Foxing

 

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Arrived home at dusk one evening to find a young Gray Fox mousing in the yard. Beautiful animal.

A few years ago we gave up the pretense of a suburban lawn. Waaay too much work, and never cared for it anyway. Replanted with a no-mow grass and let it grow, then let the rest go back to wild. Almost immediately the wildlife returned.

It’s been nice. We have:

  • Groundhogs
  • Bats
  • Rabbits
  • Deer
  • Flying Squirrels
  • Skunks
  • Opossum
  • Owls in three varieties
  • Hawks
  • Birds of all kinds, those normally only found in the woods
  • Black Bears

That’s just what we’ve actually seen. The bear we missed, but he left several calling cards.

This fox seemed to be hunting mice. He would hide under the bushes for a bit, then make a pass across the grass, ears alert. But there was a rabbit hunkered down just a pounce or two away, looking rather nervous. Foxes do favor rabbit on the menu. At the first opportunity he shot off into the brambles unnoticed.

 

 

 

 

 

 

 

 

 

 

 

 

I grew up running around in the woods, and spent most of my life in or near them. Still, it was only about ten years ago that I saw a fox for the first time. Now we see them all the time.

It was once believed that Gray Foxes and Red Foxes were closely related, even interbreeding. Red Foxes are not necessarily red. They have gray color phases. Actually, they come in all sorts of colors.

 

Red Fox color variations. from Wikipedia

 

But a recent genetic study revealed Red Foxes and Gray Foxes are not related at all, at least not in the last 10 million years. That’s when Gray Foxes diverged from other canines, and they’ve been a separate species ever since, distinct from all foxes, dogs, wolves, etc.. This makes them the oldest lineage of dog still living. Very interesting articles here and here if you care to read more.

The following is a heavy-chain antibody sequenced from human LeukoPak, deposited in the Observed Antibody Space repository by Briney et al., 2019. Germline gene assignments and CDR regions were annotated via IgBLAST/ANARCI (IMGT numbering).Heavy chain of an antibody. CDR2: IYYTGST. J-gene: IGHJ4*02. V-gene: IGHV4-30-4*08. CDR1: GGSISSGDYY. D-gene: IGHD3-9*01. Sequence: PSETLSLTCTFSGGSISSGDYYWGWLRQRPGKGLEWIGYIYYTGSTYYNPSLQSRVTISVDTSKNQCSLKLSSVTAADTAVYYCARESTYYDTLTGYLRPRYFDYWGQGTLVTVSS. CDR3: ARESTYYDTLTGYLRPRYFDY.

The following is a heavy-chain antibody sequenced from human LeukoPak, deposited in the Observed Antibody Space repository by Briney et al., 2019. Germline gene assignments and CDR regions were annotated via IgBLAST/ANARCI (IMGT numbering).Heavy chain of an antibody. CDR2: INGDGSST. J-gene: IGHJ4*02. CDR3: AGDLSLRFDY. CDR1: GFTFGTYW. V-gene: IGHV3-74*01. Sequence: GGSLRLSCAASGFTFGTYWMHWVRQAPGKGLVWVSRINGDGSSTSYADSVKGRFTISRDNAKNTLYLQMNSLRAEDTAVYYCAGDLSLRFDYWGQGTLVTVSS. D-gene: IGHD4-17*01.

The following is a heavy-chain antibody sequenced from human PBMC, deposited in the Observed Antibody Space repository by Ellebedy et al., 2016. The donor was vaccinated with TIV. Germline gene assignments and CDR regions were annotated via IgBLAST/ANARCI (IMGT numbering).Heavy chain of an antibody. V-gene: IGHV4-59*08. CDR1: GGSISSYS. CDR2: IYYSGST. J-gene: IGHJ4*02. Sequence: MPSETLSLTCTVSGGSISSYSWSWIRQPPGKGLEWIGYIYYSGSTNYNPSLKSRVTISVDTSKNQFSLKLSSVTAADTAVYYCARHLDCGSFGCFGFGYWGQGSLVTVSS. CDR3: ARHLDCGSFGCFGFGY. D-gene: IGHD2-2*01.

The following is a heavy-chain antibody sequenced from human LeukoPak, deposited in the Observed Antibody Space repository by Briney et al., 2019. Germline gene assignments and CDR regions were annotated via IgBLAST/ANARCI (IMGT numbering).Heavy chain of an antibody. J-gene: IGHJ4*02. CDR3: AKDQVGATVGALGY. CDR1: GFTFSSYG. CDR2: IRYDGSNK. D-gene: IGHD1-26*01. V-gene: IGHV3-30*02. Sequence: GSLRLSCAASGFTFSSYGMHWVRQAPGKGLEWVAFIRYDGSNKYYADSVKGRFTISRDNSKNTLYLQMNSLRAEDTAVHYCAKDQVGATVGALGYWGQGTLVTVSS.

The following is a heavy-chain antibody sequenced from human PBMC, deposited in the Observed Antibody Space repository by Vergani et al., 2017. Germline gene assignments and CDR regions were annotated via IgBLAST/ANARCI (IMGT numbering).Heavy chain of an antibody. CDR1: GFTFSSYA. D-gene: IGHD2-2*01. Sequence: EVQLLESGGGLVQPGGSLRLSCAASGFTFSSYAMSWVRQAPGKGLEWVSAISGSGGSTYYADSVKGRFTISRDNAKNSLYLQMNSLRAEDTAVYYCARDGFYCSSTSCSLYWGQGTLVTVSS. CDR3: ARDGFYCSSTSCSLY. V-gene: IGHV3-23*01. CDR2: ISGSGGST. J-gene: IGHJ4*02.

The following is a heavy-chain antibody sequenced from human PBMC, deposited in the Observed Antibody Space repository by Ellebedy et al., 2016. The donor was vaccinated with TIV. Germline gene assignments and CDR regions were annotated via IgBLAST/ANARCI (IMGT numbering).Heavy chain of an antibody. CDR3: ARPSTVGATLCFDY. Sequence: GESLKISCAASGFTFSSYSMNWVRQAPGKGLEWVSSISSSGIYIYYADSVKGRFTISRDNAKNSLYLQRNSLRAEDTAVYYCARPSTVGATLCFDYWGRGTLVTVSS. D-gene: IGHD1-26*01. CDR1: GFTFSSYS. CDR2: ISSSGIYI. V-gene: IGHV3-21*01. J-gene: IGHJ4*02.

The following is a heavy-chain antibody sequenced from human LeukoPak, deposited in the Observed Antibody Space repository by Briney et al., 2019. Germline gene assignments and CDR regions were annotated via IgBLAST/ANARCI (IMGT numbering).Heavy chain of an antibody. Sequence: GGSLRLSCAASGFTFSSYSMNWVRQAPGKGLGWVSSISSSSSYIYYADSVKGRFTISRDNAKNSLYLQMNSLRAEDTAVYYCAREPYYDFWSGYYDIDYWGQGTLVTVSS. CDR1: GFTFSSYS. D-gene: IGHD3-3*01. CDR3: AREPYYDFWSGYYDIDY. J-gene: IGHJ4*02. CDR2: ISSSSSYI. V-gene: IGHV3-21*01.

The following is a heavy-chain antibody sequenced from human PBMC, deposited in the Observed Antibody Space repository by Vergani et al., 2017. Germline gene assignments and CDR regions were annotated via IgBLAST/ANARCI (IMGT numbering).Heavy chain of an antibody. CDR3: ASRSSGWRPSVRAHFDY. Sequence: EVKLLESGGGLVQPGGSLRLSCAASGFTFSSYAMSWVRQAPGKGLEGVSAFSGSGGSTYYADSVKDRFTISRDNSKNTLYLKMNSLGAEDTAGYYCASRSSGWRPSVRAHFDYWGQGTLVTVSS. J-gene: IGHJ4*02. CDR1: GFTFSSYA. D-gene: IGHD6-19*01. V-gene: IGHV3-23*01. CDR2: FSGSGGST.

Dog Family Tree

 

How different are Gray Foxes from other dog-like creatures? Well, for starters they climb trees like cats. Strong hooked claws let them clamber straight up a trunk, often hunting birds and squirrels among the branches, and will bed down on a limb or the crook of a tree 30 feet off the ground. They’ve been known to kill Red Foxes, and drive them from their territory.

This part of Virginia is hunt country. They still hold fox hunts on horseback every Thanksgiving from an old Episcopal church I pass every day.

A good friend is Master of the Hounds. Some mornings in the Fall I pass him on shoulder of the road when he’s out exercising the dogs, the pack roiling around him like a single convulsive, whimpering, twitching organism. I have to slow to a crawl, wading through the pack. He leans in and we exchange a few words. A lanky hound stands with paws on the doorsill as we talk. The hound leans in, too, sniffs the interior and investigates the back seat, curious what I might be hiding inside.

 

 

 

 

 

 

 

 

 

 

 

 

These days, the hunters are dying out and the foxes are returning. Former farm fields are reverting to woods, which favor the Gray Fox generally, and over the Red in particular. Grays like forests, Reds like fields. I expect we’ll continue to see much more of them. Fine by me.

 

Foxtail Grass

 

 

 

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